Tuesday 9 March 2010 - Filed under General
For almost two years now I’ve been reading Reddit and posting material there, mostly in Programming but in other subreddits too. I’ve built up positive karma points there, I’ve never broken the site rules, and I’ve been a fairly regular reader there. A few days ago I posted a review on the new headphones I bought to the audio and headphones subreddits, and there wasn’t a single blip on them – no comments, no votes, nothing. That’s rather rare for reddit, usually there’s something. And then I noticed in the statistics on the blog that I was seeing no referrals from there at all either, which is very odd. I looked at the site and sure enough, there are the posts, so what’s happening?
It’s at this point that I find that noone else can see the posts at all. And I log into my user page from a test browser which isn’t logged into my account and find that my userpage on reddit is giving a 404 error.
So my first reaction is “what the…?”, and I send a message to the admins of the site asking what’s broken. Twice, in fact.
I’m still waiting to hear back, five days later.
In the meantime, however, I find that this is apparently standard practice for Reddit — if you’re judged to be at fault, you’re just silently dropped. They call it the zero point ban and as ways of dealing with your userbase go, it’s probably one of the more cowardly I’ve encountered. Here’s how it goes:
- Firstly, you don’t document all the rules. Sure, there are basic site rules and FAQs and “Redditiquette”, but you don’t put everything in there.
- Then, you let anyone at all report anyone else, without having to make a case beyond the initial accusation.
- Then, you don’t let anyone know that they’ve been reported for something.
- You make sure that users past records aren’t taken into account – so that even when your karma is good, it doesn’t matter.
- Then you don’t let anyone know they’re being judged.
- Then you don’t let anyone know if they’re found wanting.
- Then you don’t tell them they’re being banned.
So, I have to go digging back through the spam reporting sub-reddit (which I didn’t even know existed this time a week ago) to find I had been accused at all, and since your username isn’t actually instantly visible (it’s in the link, so you have to run your mouse over it while watching the status bar), that’s not a trivial task when someone reports someone else every few minutes:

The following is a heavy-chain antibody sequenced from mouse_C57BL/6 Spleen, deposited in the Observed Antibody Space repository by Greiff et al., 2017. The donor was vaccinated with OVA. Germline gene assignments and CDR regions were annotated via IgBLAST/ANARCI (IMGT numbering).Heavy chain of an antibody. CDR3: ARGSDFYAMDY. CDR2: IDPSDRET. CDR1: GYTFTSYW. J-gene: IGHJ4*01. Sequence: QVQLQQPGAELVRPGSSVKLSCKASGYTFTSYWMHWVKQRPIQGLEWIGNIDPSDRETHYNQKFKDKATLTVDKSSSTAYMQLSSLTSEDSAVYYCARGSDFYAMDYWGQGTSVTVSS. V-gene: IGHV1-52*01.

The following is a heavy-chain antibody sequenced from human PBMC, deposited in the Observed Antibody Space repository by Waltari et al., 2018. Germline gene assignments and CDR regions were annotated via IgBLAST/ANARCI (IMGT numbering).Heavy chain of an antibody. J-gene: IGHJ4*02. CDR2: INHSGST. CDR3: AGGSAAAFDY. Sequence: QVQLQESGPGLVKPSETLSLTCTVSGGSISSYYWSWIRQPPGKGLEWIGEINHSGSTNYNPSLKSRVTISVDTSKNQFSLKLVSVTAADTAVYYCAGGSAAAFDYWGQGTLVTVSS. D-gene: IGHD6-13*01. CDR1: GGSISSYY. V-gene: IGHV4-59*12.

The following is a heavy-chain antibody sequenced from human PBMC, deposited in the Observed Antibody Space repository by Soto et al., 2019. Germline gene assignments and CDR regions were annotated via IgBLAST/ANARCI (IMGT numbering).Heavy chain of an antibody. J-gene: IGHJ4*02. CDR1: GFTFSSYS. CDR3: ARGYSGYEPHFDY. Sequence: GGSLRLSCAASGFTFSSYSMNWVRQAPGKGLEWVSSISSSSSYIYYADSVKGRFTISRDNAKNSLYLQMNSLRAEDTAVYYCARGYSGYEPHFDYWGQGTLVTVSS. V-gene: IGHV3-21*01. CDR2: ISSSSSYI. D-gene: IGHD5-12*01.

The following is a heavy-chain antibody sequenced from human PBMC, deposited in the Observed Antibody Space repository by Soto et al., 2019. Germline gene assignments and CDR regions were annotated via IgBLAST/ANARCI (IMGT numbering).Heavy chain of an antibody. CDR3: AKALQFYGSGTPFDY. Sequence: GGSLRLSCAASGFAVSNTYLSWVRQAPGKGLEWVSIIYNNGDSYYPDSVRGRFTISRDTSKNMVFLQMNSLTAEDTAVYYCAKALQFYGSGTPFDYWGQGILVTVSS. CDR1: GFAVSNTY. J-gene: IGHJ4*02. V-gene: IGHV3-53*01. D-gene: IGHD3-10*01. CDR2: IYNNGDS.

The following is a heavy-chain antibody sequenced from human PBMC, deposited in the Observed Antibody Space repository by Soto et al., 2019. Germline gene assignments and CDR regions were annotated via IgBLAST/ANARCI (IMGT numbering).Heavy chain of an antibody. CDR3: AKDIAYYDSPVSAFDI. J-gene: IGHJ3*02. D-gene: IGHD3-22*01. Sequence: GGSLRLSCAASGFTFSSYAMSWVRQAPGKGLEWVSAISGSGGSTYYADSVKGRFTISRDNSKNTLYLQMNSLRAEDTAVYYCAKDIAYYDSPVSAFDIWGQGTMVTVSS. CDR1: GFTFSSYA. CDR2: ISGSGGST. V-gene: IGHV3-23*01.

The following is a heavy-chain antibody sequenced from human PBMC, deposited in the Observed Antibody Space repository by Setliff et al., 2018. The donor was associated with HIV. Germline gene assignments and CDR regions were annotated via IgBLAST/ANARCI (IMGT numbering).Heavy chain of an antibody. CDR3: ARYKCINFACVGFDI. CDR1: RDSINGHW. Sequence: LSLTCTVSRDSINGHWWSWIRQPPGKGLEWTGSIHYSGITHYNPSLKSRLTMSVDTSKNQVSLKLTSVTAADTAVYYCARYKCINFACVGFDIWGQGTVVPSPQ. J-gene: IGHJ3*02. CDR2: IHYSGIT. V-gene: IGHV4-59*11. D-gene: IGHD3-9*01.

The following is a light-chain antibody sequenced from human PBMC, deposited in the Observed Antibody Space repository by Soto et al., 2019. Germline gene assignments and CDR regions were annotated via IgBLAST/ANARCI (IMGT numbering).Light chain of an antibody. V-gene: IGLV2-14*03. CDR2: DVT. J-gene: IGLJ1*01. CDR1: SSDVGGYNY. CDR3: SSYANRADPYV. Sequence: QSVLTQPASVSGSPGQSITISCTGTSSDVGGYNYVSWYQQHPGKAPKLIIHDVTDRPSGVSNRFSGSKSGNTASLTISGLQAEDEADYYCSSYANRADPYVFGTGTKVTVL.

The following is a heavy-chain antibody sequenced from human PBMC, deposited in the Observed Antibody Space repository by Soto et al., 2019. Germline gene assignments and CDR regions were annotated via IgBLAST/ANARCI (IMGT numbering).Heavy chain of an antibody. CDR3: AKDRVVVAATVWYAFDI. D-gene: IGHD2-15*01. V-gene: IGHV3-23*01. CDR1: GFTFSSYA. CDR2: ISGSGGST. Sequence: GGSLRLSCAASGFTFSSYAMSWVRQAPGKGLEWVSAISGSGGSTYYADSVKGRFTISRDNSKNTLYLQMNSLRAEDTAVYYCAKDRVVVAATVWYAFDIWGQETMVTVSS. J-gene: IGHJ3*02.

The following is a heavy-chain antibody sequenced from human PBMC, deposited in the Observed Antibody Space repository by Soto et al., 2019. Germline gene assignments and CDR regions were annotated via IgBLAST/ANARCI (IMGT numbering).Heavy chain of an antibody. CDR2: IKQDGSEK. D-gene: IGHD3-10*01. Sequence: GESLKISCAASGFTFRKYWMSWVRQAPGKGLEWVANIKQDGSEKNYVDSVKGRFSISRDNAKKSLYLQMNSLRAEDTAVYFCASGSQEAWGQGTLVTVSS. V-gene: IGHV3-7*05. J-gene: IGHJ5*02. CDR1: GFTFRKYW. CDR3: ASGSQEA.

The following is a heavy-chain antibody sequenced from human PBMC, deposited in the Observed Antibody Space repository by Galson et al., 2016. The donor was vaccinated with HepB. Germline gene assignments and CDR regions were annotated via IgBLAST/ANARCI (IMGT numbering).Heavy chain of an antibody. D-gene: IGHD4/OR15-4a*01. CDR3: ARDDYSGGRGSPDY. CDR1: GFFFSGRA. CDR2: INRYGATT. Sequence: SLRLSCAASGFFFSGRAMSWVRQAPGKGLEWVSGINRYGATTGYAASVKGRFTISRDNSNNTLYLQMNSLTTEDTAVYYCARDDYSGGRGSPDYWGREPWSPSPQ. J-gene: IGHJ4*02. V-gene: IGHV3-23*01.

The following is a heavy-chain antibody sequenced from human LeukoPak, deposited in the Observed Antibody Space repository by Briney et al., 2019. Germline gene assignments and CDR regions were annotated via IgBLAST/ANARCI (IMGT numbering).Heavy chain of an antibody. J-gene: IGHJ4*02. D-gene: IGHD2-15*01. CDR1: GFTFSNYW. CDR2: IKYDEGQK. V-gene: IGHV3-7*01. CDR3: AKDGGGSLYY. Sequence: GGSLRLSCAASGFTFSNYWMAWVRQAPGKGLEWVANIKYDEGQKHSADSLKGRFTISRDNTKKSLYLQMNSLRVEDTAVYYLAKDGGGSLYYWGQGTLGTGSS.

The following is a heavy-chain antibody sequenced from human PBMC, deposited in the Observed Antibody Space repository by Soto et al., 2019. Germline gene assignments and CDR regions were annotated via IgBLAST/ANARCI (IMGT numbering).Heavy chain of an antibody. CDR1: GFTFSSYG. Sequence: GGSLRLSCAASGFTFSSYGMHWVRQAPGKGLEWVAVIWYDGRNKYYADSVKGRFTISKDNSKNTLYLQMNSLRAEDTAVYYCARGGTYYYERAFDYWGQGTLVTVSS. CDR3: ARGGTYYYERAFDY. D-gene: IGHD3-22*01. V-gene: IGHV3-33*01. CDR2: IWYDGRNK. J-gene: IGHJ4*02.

Once I found that, I thought “Well, okay, at least I can argue my case here so”. Except, no, any comment you make here doesn’t come up because you’re banned by this point. Maybe if you’d been here earlier (as in 19 hours ago when I first found this) you could have argued your case – but because you didn’t get told you were up for review (you weren’t even downvoted by the person who reported you), you didn’t know you were being judged and now you’re right out of luck. So you can comment, and the system even notes that you have commented, but noone else can see your comment.
I might not even be all that annoyed, to be honest, but when you find that your accuser has been less active on the site than you, that he’s built up less karma than you have, that he’s never contributed anything original to the site and has only posted 26 links when you’ve posted over 260 (including some which were in the reddit.com top ten and which have tens to hundreds of thousands of hits) — well, that rankles. It’s just plain wrong.
Granted, you couldn’t arrange things so that you must have more karma points than someone to accuse them of something, that just wouldn’t be fair either, but surely it’s only right to let people know they’ve been accused of something, right?
As a way of interacting with your users go, this is not just sub-par, it’s downright sneaky. And the cynic in me thinks that the fact that this requires a minimum amount of work by the admins, and that it still generates site traffic and ad clicks, are motives for either not fixing this, or designing it this way from the get-go, and that’s even more sneaky.
So now what?
Well, in the greatest traditions of websites everywhere, IYDLIGTFO. Between Digg, StumbleUpon, Mixx, Propellor, Diigo, HackerNews, DZone, Buzz and others, it’s not like there isn’t any competition or alternatives aplenty. And if this is how Reddit treats its users, it’s not someplace to hang out anymore.
2010-03-09 » Mark Dennehy